Monday, August 30, 2010

Why I Exist

My mind remembers woods that glisten white.
They sing to me the calls of wild far lands,
where I begin to feel my soul ignite,
and I can sense my life’s short length expand.

I wish from now and ever on henceforth,
that I, in this my new-found birth, pursue
to be among the oaks and pines far north,
forever free, reliving birth anew.

But time, right now, becomes a vengeful wraith,
and walls conspire to keep me here by might,
to live in agony, while fails my faith
of chance to once again walk in sunlight.

Yet now my mind recalls why I exist:
to live, to live, in woods my soul persists.

Eric C. Schulz

Friday, August 20, 2010

Laments to an Excitment Unknown

(Written on or around 2/16/2010, title in working progress...)

The coyote’s yelping call
startles me awake
in the silence surrounding
my four-wheeled bed.

Have they been lost and
now are found by their
kinship within the moonlit
woods, joyous in their reunion?

Are they celebrating
as the full moon ascends
to watch a coyote folk dance
in the middle of the night?

Are they rejoicing in
the glorious hunt that
for some small, mammalian
prey, ended in defeat?

Are they warning that
a larger foe, perhaps
a wolf or a bear,
is nearby threatening?

The moon should tell for
what I am to be awakened.
What the coyotes sing
I will sing too.

Eric C. Schulz

A Mathematical Window View

(This was written on 6/18/2009 and slightly edited)

The view from my bedroom window is a mathematical formula. On the inside, in part, it is the euphoric sound of Beethoven. Outside, is a painting of a Wisconsin landscape rich in maple trees, a meadow, the birds at my two feeders, and the distant red tail hawks hunting for the seed searching songbirds of the green fields. Above my backyard wilds, the clouds blanket the troposphere in a blue and white hue of silk and the winds gently play a song that causes the trees to dance. The sum of these parts equals a great ease and sense of awe. The equation fills my head and gives me new meaning to the world outside my bedroom window.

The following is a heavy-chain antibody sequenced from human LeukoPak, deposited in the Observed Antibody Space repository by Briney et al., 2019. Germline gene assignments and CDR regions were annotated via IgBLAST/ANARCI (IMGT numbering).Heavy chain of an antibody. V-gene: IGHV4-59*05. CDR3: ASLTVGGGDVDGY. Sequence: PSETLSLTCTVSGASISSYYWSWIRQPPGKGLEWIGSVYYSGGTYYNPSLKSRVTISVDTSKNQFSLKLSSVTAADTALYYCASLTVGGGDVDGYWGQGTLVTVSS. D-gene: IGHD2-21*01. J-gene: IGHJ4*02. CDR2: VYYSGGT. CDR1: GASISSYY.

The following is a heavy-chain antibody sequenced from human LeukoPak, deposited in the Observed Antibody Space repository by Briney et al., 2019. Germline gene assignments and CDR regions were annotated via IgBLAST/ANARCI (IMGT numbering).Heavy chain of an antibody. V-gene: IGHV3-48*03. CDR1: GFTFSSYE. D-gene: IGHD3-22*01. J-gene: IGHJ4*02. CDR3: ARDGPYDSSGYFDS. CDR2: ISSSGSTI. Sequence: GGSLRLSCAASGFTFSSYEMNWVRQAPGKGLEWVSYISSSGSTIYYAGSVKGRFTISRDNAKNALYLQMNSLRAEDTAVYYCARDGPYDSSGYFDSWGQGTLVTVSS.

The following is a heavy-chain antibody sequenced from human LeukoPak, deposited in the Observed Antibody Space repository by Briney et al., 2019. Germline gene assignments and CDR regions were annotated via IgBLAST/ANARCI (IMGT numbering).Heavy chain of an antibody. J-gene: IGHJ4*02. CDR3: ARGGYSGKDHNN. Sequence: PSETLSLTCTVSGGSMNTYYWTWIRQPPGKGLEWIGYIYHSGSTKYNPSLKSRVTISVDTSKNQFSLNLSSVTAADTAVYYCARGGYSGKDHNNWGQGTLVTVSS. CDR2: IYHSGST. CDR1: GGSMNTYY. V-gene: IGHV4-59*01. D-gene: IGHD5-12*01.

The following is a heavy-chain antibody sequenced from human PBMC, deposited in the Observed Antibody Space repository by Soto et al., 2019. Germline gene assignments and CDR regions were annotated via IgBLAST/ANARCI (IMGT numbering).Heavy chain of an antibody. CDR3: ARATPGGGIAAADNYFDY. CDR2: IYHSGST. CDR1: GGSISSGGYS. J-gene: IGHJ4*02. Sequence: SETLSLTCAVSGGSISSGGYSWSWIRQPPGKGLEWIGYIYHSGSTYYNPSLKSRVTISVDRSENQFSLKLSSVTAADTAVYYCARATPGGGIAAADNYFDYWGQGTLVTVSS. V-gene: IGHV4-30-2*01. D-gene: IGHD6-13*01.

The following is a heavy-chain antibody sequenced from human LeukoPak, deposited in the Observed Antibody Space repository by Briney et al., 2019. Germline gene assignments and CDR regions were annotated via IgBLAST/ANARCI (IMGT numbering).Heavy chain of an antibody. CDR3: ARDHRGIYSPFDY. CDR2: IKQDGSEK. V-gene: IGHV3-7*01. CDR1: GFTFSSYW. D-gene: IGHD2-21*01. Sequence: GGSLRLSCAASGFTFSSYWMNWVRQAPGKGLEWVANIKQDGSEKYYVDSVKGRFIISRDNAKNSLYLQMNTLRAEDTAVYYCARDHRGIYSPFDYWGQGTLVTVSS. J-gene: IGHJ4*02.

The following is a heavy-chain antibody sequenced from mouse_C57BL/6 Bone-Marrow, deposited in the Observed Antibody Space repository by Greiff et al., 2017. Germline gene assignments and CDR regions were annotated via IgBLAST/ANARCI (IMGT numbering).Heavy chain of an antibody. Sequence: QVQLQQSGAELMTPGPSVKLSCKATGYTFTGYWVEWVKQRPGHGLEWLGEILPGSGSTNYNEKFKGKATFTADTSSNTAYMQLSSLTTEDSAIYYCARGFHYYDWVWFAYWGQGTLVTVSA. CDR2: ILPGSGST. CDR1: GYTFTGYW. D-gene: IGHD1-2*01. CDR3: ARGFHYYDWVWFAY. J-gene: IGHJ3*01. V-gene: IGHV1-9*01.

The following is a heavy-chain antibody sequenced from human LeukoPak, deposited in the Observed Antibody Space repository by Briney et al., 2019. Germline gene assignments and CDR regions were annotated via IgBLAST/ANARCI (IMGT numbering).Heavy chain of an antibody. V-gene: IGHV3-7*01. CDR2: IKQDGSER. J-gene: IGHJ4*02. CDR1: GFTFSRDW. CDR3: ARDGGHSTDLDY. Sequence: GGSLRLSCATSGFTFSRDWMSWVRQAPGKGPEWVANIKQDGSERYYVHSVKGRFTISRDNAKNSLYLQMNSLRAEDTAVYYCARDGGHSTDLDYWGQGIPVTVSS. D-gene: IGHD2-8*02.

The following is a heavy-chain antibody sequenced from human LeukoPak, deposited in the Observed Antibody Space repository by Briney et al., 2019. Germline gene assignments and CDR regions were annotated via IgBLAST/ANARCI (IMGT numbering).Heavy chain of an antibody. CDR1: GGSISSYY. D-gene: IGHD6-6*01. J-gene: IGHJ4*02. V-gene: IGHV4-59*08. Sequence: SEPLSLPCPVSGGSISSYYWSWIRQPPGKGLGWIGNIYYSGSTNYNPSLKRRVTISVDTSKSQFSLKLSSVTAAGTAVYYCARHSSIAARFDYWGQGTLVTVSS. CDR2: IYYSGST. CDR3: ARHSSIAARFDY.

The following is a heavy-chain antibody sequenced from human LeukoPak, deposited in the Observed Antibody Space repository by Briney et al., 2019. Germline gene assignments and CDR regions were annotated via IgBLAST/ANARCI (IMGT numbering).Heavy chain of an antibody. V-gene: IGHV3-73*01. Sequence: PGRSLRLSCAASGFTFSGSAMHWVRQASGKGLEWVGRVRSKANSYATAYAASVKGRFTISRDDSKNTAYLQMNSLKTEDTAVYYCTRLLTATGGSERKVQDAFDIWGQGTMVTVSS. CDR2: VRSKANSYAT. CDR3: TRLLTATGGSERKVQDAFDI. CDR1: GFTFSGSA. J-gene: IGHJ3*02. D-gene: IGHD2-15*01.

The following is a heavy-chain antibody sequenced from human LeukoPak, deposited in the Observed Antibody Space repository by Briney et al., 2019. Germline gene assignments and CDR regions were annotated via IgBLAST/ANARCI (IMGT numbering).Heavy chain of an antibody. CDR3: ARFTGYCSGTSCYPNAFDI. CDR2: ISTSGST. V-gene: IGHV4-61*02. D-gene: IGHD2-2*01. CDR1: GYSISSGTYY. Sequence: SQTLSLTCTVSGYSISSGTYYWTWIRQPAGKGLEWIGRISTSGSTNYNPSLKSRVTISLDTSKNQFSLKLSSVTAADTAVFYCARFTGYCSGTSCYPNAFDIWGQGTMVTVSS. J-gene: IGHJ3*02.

Eric C. Schulz

Thursday, August 19, 2010

My New Material

My New Material

The ad on the shelf shouted at me, “Buy this material because you will live longer and be happier like everyone else, besides, everyone else already has three of them.” OK, I thought, because it seemed logical to do what is best to make me happy and keep me living. In fact, I wanted to live longer and happier anyways. I took my material to the register to check out, but when I went to pay, the man said, “Your paper parchment is no good here, you will need plastic because it is better and everyone else already has three of them.” So I exchanged my paper parchment for plastic and used it to buy my new material because I could not convince myself that it was not important, after all, my life depended on it.

When I arrived at home, I set the material on my kitchen table to get a good look at it and contemplated how wonderful my life was now that I had this new material. Taking a step back, I focused my eyes on my new material to see what it could do.

The material stared at me, and I at it.

My mind suddenly raced with questions: Where was my guarantee of vitality and euphoria? Where was my warranty should my material break? I checked the receipt and read the fine print at the bottom. It read: happiness and length of life is not guaranteed and warranties are available for purchase. Cash only.

As I angrily put my material back in its bag and violently threw it in the trash, I noticed a flyer that fell on the floor from the bag.

In large print it read: To be happy, be frugal, or die buying.

Eric C. Schulz

Wednesday, August 18, 2010

Defining the "Road"

One of my favorite authors, whom many of you may already know, wrote a sort of poem or song about the beginning of a journey. It goes as follows:

The Road goes ever on and on,
Down from the door where it began,
Now far ahead the Road has gone,